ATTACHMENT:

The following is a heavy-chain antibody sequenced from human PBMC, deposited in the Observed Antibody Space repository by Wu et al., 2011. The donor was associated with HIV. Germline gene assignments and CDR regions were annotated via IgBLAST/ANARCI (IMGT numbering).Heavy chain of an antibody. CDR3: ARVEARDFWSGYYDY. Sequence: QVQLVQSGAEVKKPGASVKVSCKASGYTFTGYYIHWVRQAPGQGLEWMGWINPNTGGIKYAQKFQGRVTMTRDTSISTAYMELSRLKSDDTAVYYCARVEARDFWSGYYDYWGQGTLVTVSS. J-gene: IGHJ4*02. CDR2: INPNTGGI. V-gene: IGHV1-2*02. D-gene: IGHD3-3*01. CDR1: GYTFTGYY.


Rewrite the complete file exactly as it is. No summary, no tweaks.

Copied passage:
The following is a heavy-chain antibody sequenced from human PBMC, deposited in the Observed Antibody Space repository by Wu et al., 2011. The donor was associated with HIV. Germline gene assignments and CDR regions were annotated via IgBLAST/ANARCI (IMGT numbering).Heavy chain of an antibody. CDR3: ARVEARDFWSGYYDY. Sequence: QVQLVQSGAEVKKPGASVKVSCKASGYTFTGYYIHWVRQAPGQGLEWMGWINPNTGGIKYAQKFQGRVTMTRDTSISTAYMELSRLKSDDTAVYYCARVEARDFWSGYYDYWGQGTLVTVSS. J-gene: IGHJ4*02. CDR2: INPNTGGI. V-gene: IGHV1-2*02. D-gene: IGHD3-3*01. CDR1: GYTFTGYY.